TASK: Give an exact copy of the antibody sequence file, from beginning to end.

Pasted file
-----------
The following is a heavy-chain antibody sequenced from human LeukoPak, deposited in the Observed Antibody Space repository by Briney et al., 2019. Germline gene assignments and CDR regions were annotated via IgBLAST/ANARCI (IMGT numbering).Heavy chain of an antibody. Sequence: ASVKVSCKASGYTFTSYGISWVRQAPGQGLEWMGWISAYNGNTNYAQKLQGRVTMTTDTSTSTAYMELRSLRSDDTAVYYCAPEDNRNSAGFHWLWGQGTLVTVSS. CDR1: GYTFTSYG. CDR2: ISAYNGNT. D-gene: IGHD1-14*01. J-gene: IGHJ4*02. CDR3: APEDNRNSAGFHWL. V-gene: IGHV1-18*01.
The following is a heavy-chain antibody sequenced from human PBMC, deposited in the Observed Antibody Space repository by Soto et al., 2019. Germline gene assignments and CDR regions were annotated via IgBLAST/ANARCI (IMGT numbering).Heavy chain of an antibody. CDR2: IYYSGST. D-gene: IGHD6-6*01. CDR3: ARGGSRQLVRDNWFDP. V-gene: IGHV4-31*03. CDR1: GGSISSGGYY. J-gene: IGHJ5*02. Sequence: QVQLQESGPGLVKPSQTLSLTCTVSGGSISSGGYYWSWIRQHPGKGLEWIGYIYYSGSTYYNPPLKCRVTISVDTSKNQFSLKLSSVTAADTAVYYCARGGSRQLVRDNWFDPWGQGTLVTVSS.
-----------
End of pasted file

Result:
The following is a heavy-chain antibody sequenced from human LeukoPak, deposited in the Observed Antibody Space repository by Briney et al., 2019. Germline gene assignments and CDR regions were annotated via IgBLAST/ANARCI (IMGT numbering).Heavy chain of an antibody. Sequence: ASVKVSCKASGYTFTSYGISWVRQAPGQGLEWMGWISAYNGNTNYAQKLQGRVTMTTDTSTSTAYMELRSLRSDDTAVYYCAPEDNRNSAGFHWLWGQGTLVTVSS. CDR1: GYTFTSYG. CDR2: ISAYNGNT. D-gene: IGHD1-14*01. J-gene: IGHJ4*02. CDR3: APEDNRNSAGFHWL. V-gene: IGHV1-18*01.
The following is a heavy-chain antibody sequenced from human PBMC, deposited in the Observed Antibody Space repository by Soto et al., 2019. Germline gene assignments and CDR regions were annotated via IgBLAST/ANARCI (IMGT numbering).Heavy chain of an antibody. CDR2: IYYSGST. D-gene: IGHD6-6*01. CDR3: ARGGSRQLVRDNWFDP. V-gene: IGHV4-31*03. CDR1: GGSISSGGYY. J-gene: IGHJ5*02. Sequence: QVQLQESGPGLVKPSQTLSLTCTVSGGSISSGGYYWSWIRQHPGKGLEWIGYIYYSGSTYYNPPLKCRVTISVDTSKNQFSLKLSSVTAADTAVYYCARGGSRQLVRDNWFDPWGQGTLVTVSS.